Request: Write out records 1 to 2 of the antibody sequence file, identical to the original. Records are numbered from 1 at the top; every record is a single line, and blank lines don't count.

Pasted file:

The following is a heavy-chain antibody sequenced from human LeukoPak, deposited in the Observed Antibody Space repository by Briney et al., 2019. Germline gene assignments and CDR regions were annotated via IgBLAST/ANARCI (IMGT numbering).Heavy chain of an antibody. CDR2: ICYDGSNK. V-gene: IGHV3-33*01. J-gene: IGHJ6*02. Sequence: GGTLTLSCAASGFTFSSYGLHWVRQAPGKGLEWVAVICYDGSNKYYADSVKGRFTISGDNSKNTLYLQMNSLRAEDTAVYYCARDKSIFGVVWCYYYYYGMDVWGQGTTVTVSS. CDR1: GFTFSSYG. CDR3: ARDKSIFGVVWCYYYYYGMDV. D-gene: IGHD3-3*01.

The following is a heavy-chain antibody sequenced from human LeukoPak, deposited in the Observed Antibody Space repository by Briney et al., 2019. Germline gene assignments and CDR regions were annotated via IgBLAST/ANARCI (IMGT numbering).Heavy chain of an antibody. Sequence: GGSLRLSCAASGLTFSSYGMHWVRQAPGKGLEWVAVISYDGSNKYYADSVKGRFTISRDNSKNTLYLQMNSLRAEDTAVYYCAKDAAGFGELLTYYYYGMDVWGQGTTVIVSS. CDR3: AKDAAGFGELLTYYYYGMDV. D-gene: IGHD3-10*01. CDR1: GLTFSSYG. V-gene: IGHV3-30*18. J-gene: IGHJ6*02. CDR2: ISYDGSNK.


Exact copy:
The following is a heavy-chain antibody sequenced from human LeukoPak, deposited in the Observed Antibody Space repository by Briney et al., 2019. Germline gene assignments and CDR regions were annotated via IgBLAST/ANARCI (IMGT numbering).Heavy chain of an antibody. CDR2: ICYDGSNK. V-gene: IGHV3-33*01. J-gene: IGHJ6*02. Sequence: GGTLTLSCAASGFTFSSYGLHWVRQAPGKGLEWVAVICYDGSNKYYADSVKGRFTISGDNSKNTLYLQMNSLRAEDTAVYYCARDKSIFGVVWCYYYYYGMDVWGQGTTVTVSS. CDR1: GFTFSSYG. CDR3: ARDKSIFGVVWCYYYYYGMDV. D-gene: IGHD3-3*01.

The following is a heavy-chain antibody sequenced from human LeukoPak, deposited in the Observed Antibody Space repository by Briney et al., 2019. Germline gene assignments and CDR regions were annotated via IgBLAST/ANARCI (IMGT numbering).Heavy chain of an antibody. Sequence: GGSLRLSCAASGLTFSSYGMHWVRQAPGKGLEWVAVISYDGSNKYYADSVKGRFTISRDNSKNTLYLQMNSLRAEDTAVYYCAKDAAGFGELLTYYYYGMDVWGQGTTVIVSS. CDR3: AKDAAGFGELLTYYYYGMDV. D-gene: IGHD3-10*01. CDR1: GLTFSSYG. V-gene: IGHV3-30*18. J-gene: IGHJ6*02. CDR2: ISYDGSNK.